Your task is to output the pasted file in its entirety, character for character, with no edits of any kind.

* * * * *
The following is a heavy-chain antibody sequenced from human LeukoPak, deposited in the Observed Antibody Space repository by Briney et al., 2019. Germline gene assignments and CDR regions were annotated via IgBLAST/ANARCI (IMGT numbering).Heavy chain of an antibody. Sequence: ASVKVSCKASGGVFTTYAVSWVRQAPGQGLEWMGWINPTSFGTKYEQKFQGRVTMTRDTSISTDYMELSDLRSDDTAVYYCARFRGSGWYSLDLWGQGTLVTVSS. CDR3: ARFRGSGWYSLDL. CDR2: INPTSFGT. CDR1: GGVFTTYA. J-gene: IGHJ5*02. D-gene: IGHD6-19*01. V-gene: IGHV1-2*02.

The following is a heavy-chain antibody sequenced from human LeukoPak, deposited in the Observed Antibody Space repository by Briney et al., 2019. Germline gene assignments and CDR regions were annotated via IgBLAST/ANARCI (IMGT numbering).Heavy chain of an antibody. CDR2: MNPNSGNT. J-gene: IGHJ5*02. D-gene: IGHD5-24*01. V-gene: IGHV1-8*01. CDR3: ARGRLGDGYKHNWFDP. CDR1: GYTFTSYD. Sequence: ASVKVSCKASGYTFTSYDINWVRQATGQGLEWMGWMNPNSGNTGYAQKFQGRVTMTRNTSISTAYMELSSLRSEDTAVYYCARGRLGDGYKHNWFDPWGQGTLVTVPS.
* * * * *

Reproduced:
The following is a heavy-chain antibody sequenced from human LeukoPak, deposited in the Observed Antibody Space repository by Briney et al., 2019. Germline gene assignments and CDR regions were annotated via IgBLAST/ANARCI (IMGT numbering).Heavy chain of an antibody. Sequence: ASVKVSCKASGGVFTTYAVSWVRQAPGQGLEWMGWINPTSFGTKYEQKFQGRVTMTRDTSISTDYMELSDLRSDDTAVYYCARFRGSGWYSLDLWGQGTLVTVSS. CDR3: ARFRGSGWYSLDL. CDR2: INPTSFGT. CDR1: GGVFTTYA. J-gene: IGHJ5*02. D-gene: IGHD6-19*01. V-gene: IGHV1-2*02.

The following is a heavy-chain antibody sequenced from human LeukoPak, deposited in the Observed Antibody Space repository by Briney et al., 2019. Germline gene assignments and CDR regions were annotated via IgBLAST/ANARCI (IMGT numbering).Heavy chain of an antibody. CDR2: MNPNSGNT. J-gene: IGHJ5*02. D-gene: IGHD5-24*01. V-gene: IGHV1-8*01. CDR3: ARGRLGDGYKHNWFDP. CDR1: GYTFTSYD. Sequence: ASVKVSCKASGYTFTSYDINWVRQATGQGLEWMGWMNPNSGNTGYAQKFQGRVTMTRNTSISTAYMELSSLRSEDTAVYYCARGRLGDGYKHNWFDPWGQGTLVTVPS.